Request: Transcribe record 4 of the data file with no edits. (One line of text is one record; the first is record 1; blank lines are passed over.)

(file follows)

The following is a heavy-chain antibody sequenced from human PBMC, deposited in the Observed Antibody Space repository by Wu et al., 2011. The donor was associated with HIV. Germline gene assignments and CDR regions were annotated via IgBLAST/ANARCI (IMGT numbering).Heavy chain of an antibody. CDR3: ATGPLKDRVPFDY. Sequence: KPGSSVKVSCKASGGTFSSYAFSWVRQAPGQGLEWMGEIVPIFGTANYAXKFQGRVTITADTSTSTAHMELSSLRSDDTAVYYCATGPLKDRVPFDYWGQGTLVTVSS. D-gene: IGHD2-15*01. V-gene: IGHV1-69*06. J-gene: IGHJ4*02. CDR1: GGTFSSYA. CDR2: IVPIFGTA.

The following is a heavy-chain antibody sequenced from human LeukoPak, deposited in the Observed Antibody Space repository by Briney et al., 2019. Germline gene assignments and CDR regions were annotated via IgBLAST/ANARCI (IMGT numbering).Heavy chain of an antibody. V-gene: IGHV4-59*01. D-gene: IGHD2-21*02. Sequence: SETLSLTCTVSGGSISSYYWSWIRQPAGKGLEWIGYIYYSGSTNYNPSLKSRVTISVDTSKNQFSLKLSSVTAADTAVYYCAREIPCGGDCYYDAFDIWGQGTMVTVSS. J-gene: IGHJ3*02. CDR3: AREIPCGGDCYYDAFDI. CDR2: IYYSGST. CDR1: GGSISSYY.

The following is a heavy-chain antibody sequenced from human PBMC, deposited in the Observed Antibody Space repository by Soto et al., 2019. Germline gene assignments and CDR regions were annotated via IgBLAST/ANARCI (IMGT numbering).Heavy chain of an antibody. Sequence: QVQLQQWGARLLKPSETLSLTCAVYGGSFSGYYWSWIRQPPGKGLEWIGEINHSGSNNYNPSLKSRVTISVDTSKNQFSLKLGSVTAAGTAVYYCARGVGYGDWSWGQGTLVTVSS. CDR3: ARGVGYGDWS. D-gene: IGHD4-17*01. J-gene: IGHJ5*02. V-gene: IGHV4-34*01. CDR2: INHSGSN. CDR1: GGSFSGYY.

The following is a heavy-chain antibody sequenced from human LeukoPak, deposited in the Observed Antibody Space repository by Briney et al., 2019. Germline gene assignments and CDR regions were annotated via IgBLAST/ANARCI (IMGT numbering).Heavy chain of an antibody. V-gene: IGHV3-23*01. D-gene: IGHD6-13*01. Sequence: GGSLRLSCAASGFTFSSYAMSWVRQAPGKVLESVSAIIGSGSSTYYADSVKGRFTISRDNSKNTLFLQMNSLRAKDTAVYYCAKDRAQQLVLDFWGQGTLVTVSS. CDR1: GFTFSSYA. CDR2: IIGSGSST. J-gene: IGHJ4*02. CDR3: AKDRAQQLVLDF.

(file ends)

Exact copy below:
The following is a heavy-chain antibody sequenced from human LeukoPak, deposited in the Observed Antibody Space repository by Briney et al., 2019. Germline gene assignments and CDR regions were annotated via IgBLAST/ANARCI (IMGT numbering).Heavy chain of an antibody. V-gene: IGHV3-23*01. D-gene: IGHD6-13*01. Sequence: GGSLRLSCAASGFTFSSYAMSWVRQAPGKVLESVSAIIGSGSSTYYADSVKGRFTISRDNSKNTLFLQMNSLRAKDTAVYYCAKDRAQQLVLDFWGQGTLVTVSS. CDR1: GFTFSSYA. CDR2: IIGSGSST. J-gene: IGHJ4*02. CDR3: AKDRAQQLVLDF.